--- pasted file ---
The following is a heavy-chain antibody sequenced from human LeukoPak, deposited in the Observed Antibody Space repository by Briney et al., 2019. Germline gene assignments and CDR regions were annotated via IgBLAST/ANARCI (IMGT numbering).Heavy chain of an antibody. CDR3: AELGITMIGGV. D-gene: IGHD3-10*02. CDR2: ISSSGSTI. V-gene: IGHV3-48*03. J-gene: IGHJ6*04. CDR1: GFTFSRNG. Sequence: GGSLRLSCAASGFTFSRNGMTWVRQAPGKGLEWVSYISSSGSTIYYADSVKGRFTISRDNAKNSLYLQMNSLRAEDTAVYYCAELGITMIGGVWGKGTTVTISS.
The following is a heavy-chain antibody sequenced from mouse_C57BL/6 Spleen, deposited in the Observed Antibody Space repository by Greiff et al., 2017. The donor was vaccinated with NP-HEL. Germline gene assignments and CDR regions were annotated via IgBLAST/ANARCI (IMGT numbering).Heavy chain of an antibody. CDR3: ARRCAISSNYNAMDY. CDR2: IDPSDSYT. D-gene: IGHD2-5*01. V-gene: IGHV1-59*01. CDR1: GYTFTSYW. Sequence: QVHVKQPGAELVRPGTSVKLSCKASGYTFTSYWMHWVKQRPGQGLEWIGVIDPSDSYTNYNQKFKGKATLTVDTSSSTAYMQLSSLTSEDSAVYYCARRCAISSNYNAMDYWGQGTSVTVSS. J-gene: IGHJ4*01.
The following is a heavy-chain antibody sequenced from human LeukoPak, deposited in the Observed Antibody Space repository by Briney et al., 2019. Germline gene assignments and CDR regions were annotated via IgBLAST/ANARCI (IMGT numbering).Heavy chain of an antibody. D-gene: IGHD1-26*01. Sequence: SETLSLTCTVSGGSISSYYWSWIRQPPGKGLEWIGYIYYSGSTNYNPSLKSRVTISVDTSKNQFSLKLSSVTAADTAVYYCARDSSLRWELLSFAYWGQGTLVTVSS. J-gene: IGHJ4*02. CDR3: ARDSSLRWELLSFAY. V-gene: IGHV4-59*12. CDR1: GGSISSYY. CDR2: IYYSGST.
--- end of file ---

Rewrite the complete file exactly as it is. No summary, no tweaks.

The following is a heavy-chain antibody sequenced from human LeukoPak, deposited in the Observed Antibody Space repository by Briney et al., 2019. Germline gene assignments and CDR regions were annotated via IgBLAST/ANARCI (IMGT numbering).Heavy chain of an antibody. CDR3: AELGITMIGGV. D-gene: IGHD3-10*02. CDR2: ISSSGSTI. V-gene: IGHV3-48*03. J-gene: IGHJ6*04. CDR1: GFTFSRNG. Sequence: GGSLRLSCAASGFTFSRNGMTWVRQAPGKGLEWVSYISSSGSTIYYADSVKGRFTISRDNAKNSLYLQMNSLRAEDTAVYYCAELGITMIGGVWGKGTTVTISS.
The following is a heavy-chain antibody sequenced from mouse_C57BL/6 Spleen, deposited in the Observed Antibody Space repository by Greiff et al., 2017. The donor was vaccinated with NP-HEL. Germline gene assignments and CDR regions were annotated via IgBLAST/ANARCI (IMGT numbering).Heavy chain of an antibody. CDR3: ARRCAISSNYNAMDY. CDR2: IDPSDSYT. D-gene: IGHD2-5*01. V-gene: IGHV1-59*01. CDR1: GYTFTSYW. Sequence: QVHVKQPGAELVRPGTSVKLSCKASGYTFTSYWMHWVKQRPGQGLEWIGVIDPSDSYTNYNQKFKGKATLTVDTSSSTAYMQLSSLTSEDSAVYYCARRCAISSNYNAMDYWGQGTSVTVSS. J-gene: IGHJ4*01.
The following is a heavy-chain antibody sequenced from human LeukoPak, deposited in the Observed Antibody Space repository by Briney et al., 2019. Germline gene assignments and CDR regions were annotated via IgBLAST/ANARCI (IMGT numbering).Heavy chain of an antibody. D-gene: IGHD1-26*01. Sequence: SETLSLTCTVSGGSISSYYWSWIRQPPGKGLEWIGYIYYSGSTNYNPSLKSRVTISVDTSKNQFSLKLSSVTAADTAVYYCARDSSLRWELLSFAYWGQGTLVTVSS. J-gene: IGHJ4*02. CDR3: ARDSSLRWELLSFAY. V-gene: IGHV4-59*12. CDR1: GGSISSYY. CDR2: IYYSGST.